The plaintiffs call for revised regulations and for a new process complying with Government and Food & Agricultural Code, including “regulations that relate to the health effects from 1,3-D [Telone] based upon the recommendations of OEHHA and in concert with OEHHA so as to satisfy their joint and mutual responsibility.”

Plaintiff Juana Vasquez, a farmworker in Ventura County, is concerned for other farmworkers and for her children who attend schools near fields. “I want the agency to follow the laws and not to overstep so that the community will not get sick. There are many people who work in the fields that are at risk of getting sick because of pesticides. I am also worried that my children … are more vulnerable because they are underage and … pesticides could hurt their health.”

The other plaintiffs are Californians for Pesticide Reform and the Pesticide Action Network.

Banned for agricultural use in the European Union since 2011, as well as in California between 1990 and 1995, Telone is the third most used pesticide in California by pounds and the second most used “pesticide of public health concern” near public schools. Telone is a pre-plant fumigant, injected into the soil at high volumes, that is prone to drift for days after and miles away from its application. At the three pesticide air-monitoring school sites (Rio Mesa High in Oxnard, Shafter High in Kern County, and Ohlone Elementary School in North Monterey County), DPR found concentrations of Telone far above the health protective lifetime cancer risk level recently recommended by OEHHA.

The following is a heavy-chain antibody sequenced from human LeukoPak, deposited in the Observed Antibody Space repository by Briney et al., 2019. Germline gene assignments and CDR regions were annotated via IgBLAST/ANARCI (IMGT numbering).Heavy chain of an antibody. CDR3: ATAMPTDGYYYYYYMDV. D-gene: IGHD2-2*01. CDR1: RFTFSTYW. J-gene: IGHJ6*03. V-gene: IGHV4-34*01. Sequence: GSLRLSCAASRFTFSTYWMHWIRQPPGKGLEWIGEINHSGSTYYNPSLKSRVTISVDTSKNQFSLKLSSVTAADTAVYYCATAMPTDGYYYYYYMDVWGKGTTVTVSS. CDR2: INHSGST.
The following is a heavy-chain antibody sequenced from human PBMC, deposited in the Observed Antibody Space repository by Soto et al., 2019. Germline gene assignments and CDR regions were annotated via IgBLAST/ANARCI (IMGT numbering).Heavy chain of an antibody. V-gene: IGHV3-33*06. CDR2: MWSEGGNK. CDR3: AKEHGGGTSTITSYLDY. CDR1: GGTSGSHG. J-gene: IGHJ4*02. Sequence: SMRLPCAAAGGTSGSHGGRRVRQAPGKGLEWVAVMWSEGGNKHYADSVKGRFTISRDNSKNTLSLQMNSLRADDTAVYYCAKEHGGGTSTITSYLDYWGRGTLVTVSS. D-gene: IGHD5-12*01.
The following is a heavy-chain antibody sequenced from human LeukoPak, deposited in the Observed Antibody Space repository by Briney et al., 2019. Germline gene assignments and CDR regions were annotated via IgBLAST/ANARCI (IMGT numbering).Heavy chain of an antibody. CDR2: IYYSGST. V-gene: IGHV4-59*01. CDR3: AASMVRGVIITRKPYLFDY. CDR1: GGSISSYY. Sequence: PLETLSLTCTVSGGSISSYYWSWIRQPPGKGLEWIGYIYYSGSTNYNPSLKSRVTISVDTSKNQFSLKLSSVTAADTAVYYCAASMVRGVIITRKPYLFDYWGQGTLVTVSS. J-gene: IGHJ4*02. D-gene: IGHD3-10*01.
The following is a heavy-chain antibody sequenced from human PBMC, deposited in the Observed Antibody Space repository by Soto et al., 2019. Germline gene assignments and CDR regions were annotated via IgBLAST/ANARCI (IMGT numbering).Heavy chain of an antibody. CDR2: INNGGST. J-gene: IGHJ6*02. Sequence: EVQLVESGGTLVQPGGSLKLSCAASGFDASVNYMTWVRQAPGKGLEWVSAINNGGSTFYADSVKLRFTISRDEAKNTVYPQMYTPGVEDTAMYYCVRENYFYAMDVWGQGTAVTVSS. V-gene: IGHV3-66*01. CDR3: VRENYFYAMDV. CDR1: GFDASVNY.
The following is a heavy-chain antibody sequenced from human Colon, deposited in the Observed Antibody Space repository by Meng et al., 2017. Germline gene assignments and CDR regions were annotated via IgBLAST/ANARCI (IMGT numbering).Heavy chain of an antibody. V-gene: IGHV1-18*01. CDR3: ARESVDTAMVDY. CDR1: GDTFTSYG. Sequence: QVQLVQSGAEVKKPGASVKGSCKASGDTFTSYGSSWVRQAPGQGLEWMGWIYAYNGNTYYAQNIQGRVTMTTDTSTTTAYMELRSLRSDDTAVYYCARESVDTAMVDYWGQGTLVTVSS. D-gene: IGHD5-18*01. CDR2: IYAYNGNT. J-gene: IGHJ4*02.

Ohlone Elementary teacher Melissa Dennis said: “DPR came last October to tell us the ‘good news’ that they measured cancer-causing Telone at .12 parts per billion in the air our schoolchildren breathe. How is that ‘good’? OEHHA scientists say we should be concerned at .1 parts per billion. As teachers and parents, we’re worried and angry!”

Ms. Vasquez added: “Mothers like me want to live to see our children grow up. If we get cancer, our children will be left without mothers, without fathers.”

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Californians for Pesticide Reform (CPR) is a statewide coalition of more than 190 organizations, founded in 1996 to fundamentally shift the way pesticides are used in California. CPR's mission is to protect public health, improve environmental quality and expand a sustainable and just agriculture system by building a diverse movement across California to change statewide and local pesticide policies and practices.

Headquartered in California, Pesticide Action Network (PAN) North America is one of five regional centers worldwide that represents a coalition of 600 public interest organizations in more than 90 countries. PAN challenges the global proliferation of pesticides, defends basic rights to health and environmental quality, and works to ensure the transition to a just and viable food system.

Founded in 1966, CRLA’s mission is to fight for justice and individual rights alongside the most exploited communities of our society. Through a network of regional offices and cross-cutting programs, CRLA provides legal services to over 43,723 low-income people annually. Our work impacts farmworkers, individuals with disabilities, immigrant populations, LGBT communities, women, children and families in rural areas.